Photo: The picture is actually an animation, showing global temperature change since 1850.Source: Ed Hawkins, ClimateLabBook
Climate scientist, Ed Hawkins from the University of Reading has produced a revolutionary way to illustrate global warming over the past 160 years. Ed's graphic's has been retweeted more than 15,000 times, and now Jay Alder, from the USGS has stretched the the spiral out to model data out to 2100.
What's quickly apparent, is that we're very nearly past the 1.5C threshold - a temperature increase that will result in the flooding of many small island nations in the Pacific. Events that caused a dramatic change in temperature include the 1877-78 strong El Nino event, causing a sudden increased warming of global temperatures. Between 1880 - 1910, there is actually a small amount of cooling, partially due to volcanic eruptions. Back in the 20th century, from 1910 - 1940, the warming is attributed partly due to a small increase in solar output and natural variability, combined with the warming due to recovery from volcanic eruptions. The period covering the 1950s - 1970s does not show too much variability, as cooling sulphate aerosols mask the greenhouse gas warming. From 1980 to the present day there has been strong warming, with temperatures pushed higher in 1998 and 2016 due to strong El Nino events.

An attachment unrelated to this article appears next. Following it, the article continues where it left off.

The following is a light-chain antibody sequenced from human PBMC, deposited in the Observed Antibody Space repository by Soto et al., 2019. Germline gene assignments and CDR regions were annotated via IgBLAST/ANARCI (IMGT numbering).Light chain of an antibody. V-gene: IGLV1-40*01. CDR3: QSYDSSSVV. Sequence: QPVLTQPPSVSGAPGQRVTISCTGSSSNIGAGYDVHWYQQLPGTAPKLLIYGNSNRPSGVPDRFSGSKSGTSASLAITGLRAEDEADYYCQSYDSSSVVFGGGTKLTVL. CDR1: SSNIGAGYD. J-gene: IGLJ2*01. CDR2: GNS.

Looking to the future, the USGS's updated animation models that by 2040, Earth's global temperatures will be 2C warmer compared to pre-industrial levels - a "safe" threshold the world agreed we should not exceed at COP21 in Paris last year.
So, are temperatures ‘spiralling out of control’? No - not by themselves. Humans are largely responsible for past warming so we have control over what happens next.
View Ed Hawkins's animation here: http://www.climate-lab-book.ac.uk/2016/spiralling-global-temperatures/
View Jay Alder's extended animation here: https://www.usgs.gov/media/images/simulated-global-temperature-change-0